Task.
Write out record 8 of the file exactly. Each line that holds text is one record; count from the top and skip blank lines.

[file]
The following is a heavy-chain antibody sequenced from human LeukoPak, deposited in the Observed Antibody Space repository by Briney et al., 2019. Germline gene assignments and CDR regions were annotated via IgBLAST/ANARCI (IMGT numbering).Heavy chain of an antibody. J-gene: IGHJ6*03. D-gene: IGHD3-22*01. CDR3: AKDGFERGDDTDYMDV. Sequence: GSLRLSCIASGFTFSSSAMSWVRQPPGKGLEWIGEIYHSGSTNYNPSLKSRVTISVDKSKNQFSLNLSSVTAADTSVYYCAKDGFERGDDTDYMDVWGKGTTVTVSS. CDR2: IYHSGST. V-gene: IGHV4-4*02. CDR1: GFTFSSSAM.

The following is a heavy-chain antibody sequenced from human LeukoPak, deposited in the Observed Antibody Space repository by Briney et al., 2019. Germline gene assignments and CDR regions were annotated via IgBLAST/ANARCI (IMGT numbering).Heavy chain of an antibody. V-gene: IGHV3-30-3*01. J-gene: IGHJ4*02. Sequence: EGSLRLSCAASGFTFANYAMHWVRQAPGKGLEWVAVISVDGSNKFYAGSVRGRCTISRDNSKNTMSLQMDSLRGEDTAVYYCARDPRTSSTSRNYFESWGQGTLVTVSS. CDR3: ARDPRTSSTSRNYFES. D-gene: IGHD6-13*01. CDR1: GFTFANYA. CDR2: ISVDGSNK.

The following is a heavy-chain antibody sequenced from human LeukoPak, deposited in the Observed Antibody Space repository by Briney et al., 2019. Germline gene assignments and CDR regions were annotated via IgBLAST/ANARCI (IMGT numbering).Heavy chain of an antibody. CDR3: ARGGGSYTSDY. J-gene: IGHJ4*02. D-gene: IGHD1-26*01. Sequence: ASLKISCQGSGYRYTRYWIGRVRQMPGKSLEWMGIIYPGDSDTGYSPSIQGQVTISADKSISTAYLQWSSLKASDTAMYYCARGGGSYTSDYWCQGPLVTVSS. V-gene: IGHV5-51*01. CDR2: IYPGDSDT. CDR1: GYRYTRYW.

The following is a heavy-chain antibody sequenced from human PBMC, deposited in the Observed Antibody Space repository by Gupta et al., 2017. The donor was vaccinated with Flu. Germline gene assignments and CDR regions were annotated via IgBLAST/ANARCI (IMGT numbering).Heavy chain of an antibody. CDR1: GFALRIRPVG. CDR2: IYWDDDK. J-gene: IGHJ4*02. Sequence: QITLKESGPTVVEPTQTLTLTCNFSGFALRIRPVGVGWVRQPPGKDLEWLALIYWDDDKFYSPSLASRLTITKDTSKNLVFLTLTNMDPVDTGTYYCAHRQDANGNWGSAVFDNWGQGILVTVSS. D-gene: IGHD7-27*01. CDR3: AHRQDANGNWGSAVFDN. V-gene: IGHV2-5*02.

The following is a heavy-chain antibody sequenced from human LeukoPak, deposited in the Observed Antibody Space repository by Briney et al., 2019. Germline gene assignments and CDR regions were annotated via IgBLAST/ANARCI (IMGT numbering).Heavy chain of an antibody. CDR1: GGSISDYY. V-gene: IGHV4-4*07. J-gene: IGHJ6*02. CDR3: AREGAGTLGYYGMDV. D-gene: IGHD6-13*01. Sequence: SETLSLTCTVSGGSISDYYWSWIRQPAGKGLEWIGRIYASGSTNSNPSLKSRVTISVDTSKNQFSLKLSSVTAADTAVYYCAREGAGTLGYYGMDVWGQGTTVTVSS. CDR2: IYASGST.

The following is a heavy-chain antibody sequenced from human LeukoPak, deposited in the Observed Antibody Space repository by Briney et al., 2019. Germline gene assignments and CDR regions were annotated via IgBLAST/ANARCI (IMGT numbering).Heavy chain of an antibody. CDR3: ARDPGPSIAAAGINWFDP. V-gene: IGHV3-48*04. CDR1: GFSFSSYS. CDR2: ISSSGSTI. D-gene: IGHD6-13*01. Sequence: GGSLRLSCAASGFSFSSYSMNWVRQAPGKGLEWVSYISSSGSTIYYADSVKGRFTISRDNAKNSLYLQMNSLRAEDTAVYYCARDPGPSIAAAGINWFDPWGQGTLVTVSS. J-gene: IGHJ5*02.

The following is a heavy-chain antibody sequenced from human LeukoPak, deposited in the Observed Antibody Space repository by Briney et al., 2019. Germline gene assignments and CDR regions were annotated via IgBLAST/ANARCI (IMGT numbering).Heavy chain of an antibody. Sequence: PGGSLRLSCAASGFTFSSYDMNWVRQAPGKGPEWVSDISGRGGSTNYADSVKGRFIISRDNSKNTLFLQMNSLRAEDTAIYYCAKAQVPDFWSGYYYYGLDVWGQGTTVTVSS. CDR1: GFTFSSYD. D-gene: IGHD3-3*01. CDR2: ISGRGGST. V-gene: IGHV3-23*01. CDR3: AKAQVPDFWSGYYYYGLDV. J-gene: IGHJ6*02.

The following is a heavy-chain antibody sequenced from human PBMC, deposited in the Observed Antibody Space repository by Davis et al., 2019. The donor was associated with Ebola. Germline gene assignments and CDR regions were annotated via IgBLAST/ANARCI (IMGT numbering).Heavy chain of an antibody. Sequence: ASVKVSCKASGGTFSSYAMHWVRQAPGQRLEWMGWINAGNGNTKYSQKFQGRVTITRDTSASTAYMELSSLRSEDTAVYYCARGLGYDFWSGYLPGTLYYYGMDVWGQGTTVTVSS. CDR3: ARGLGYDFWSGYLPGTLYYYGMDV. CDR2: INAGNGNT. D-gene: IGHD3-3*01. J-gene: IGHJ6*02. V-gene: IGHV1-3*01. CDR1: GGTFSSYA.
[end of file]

The following is a heavy-chain antibody sequenced from human PBMC, deposited in the Observed Antibody Space repository by Davis et al., 2019. The donor was associated with Ebola. Germline gene assignments and CDR regions were annotated via IgBLAST/ANARCI (IMGT numbering).Heavy chain of an antibody. Sequence: ASVKVSCKASGGTFSSYAMHWVRQAPGQRLEWMGWINAGNGNTKYSQKFQGRVTITRDTSASTAYMELSSLRSEDTAVYYCARGLGYDFWSGYLPGTLYYYGMDVWGQGTTVTVSS. CDR3: ARGLGYDFWSGYLPGTLYYYGMDV. CDR2: INAGNGNT. D-gene: IGHD3-3*01. J-gene: IGHJ6*02. V-gene: IGHV1-3*01. CDR1: GGTFSSYA.